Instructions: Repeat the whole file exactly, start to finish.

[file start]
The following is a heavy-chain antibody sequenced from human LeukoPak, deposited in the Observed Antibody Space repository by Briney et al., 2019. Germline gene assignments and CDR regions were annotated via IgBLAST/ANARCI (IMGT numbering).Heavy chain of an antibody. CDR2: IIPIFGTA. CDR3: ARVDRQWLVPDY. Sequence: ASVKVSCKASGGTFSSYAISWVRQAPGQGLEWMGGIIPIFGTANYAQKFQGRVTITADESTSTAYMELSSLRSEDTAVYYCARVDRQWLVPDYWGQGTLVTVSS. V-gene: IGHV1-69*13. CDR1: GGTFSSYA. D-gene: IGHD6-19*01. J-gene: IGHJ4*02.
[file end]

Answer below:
The following is a heavy-chain antibody sequenced from human LeukoPak, deposited in the Observed Antibody Space repository by Briney et al., 2019. Germline gene assignments and CDR regions were annotated via IgBLAST/ANARCI (IMGT numbering).Heavy chain of an antibody. CDR2: IIPIFGTA. CDR3: ARVDRQWLVPDY. Sequence: ASVKVSCKASGGTFSSYAISWVRQAPGQGLEWMGGIIPIFGTANYAQKFQGRVTITADESTSTAYMELSSLRSEDTAVYYCARVDRQWLVPDYWGQGTLVTVSS. V-gene: IGHV1-69*13. CDR1: GGTFSSYA. D-gene: IGHD6-19*01. J-gene: IGHJ4*02.